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I came across an interesting video about how to relieve traffic congestion, “How to Fix Traffic Forever”, and it seems to me the key points are equally applicable to software development and delivery. What do you think?

1. Effect of adding capacity

  • 1.1. More lanes = more traffic.
  • 1.2. Doubling capacity doubles traffic congestion. Congestion increases linearly with capacity until you physically run out of vehicles.
  • 1.3. Increasing capacity is often done without considering city traffic holisticlly.

Connection with software work:

  • 1.1. Many organizations respond to apparently-slow software delivery by adding teams. But adding teams doesn’t allow more work to flow through the system; it only increases the amount of work that’s jammed up in the system.
  • 1.2. Linear relationship – doubling the number of teams will double the amount of unfinished work languishing in the system.
  • 1.3. Adding teams without considering the overall operating environment – orgnazational structure, formal processes, etc. – will only increase congestion in the system.

2. Impact of adding vehicles

  • 2.1. When the road is already at or near capacity, adding one more vehicle has a large impact on congestion. The 20,000th vehicle causes much more slowdown than the 5,000th vehicle.
  • 2.2. Ramp meters alleviate this problem.

Connection with software work:

This seems obviously and directly related to limiting work-in-process (WIP). Limiting WIP is one of the simplest and most powerful ways to increase throughput, reduce lead time and cycle time, and improve quality.

3. Roundabouts

  • 3.1. Roundabouts decrease fatalities by 90%
  • 3.2. Single lane roundabout handles 1,800 vehicles per hour – same as a standard intersection
  • 3.3. Roundabouts are not used often because there’s the belief people need “rules” (e.g., traffic lights, stop signs)
  • 3.4. When people don’t have “rules” they pay more attention; with no green light, people take nothing for granted
    Cars slow down, but they keep moving; overall, more traffic gets through

Connection with software work:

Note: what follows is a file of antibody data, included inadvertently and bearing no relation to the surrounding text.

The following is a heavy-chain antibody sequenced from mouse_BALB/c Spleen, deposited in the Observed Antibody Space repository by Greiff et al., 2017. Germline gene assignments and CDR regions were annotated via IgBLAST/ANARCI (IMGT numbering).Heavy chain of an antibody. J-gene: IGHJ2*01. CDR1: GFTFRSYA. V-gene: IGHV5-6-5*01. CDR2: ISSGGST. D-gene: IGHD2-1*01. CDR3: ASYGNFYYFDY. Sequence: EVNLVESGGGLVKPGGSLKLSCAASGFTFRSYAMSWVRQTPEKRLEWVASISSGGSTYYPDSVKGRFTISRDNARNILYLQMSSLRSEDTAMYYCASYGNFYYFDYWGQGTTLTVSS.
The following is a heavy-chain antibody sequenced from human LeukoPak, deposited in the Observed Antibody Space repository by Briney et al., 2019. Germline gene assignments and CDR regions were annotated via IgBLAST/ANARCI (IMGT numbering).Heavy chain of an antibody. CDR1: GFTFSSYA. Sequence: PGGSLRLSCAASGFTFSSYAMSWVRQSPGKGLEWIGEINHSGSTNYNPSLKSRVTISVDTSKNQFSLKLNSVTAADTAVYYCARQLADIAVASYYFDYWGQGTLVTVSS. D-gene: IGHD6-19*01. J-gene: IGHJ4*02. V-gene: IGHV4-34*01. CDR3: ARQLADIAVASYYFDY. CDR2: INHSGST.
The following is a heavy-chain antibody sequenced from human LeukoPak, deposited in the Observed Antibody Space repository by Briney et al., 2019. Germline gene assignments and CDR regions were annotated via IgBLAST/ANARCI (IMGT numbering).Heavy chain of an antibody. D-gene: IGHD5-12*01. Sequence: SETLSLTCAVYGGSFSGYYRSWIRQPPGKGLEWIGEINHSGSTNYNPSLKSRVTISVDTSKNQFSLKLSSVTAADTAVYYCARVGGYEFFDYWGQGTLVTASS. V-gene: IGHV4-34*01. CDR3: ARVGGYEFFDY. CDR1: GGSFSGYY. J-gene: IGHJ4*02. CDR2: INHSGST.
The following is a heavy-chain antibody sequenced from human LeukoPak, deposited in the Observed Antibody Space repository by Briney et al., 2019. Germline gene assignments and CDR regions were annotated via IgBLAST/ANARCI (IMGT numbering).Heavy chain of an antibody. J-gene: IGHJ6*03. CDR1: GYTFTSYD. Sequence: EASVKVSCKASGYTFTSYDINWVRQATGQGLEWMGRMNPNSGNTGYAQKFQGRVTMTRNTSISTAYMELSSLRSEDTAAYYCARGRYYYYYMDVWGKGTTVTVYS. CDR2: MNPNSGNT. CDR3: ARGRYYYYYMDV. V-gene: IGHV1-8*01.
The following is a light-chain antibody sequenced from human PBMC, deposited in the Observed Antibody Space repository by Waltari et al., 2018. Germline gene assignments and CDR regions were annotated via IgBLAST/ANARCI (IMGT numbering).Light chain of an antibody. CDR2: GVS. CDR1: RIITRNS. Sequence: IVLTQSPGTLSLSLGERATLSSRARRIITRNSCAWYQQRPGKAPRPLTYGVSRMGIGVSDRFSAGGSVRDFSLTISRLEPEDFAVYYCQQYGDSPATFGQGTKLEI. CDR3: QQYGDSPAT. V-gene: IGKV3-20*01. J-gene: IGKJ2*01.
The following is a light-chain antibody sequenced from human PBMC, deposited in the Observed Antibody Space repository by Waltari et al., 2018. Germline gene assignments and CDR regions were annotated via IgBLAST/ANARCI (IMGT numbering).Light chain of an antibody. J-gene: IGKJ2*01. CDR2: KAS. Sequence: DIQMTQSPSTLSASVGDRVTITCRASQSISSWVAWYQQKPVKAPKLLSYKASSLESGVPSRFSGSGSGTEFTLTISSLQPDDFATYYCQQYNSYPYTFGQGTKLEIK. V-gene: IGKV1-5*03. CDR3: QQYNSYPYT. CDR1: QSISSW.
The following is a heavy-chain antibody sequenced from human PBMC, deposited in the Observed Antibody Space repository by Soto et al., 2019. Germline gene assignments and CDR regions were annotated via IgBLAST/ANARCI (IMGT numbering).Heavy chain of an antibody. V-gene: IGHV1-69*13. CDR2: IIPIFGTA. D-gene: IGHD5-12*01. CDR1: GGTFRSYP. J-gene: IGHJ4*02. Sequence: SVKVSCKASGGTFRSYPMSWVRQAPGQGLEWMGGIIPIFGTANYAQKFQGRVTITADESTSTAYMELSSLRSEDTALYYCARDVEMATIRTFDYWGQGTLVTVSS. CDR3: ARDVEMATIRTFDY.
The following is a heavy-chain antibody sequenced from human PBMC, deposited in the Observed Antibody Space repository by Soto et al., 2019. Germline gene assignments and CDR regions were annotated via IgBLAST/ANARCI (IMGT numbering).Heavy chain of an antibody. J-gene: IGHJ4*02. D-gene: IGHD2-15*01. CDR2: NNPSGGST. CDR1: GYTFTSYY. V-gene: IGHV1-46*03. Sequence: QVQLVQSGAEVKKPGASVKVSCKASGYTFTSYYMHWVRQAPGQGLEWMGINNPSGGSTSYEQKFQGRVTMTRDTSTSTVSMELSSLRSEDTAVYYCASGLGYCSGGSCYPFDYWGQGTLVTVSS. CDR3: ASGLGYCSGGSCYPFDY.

• 3.1. Minimizing cross-team dependencies and formal hand-offs between functional silos reduces errors, improves time to market, improves product quality, and enhances employee engagement.
  • 3.2. Moving to cross-functional teams does not decrease organizational efficiency in any way.
  • 3.3. The belief that people need “best practices” and formal procedures leads to careless work, assumptions that “someone else” will take care of loose ends, and rushing through tasks without paying attention to details.
  • 3.4. When people must think about how they work and take responsibility for the quality they deliver, they tend to pay more attention to what they are doing and apply their knowledge and skills to the work more effectively.

4. Closing statement

“Fixing traffic is all about saving time and improving the environment.”

Connection with software work:

Focusing on continuous flow helps us remove waste (slowdowns, blockers, rework, defects, etc.) from the system, which in turn makes changes and new features easier to implement, test, deploy, and operate. This saves time and makes the work environment more pleasant and rewarding for employees.

Nothing new here

The connections between traffic flow and work flow aren’t coincidental. Check out The Principles of Product Development Flow by Donald G. Reinertsen; especially Chapter 3.

It’s math. When I showed this book to a former colleague, he said, “Sure, if you believe Reintertsen’s math.” Well, I didn’t know Reinertsen – or anyone else – had their own math, or that math was a matter subject to “belief.” It goes to show that if someone is really determined to say “no” to something, they’ll find a way. For the rest of us: The math is in the book, and the practical application lies in techniques such as limiting WIP.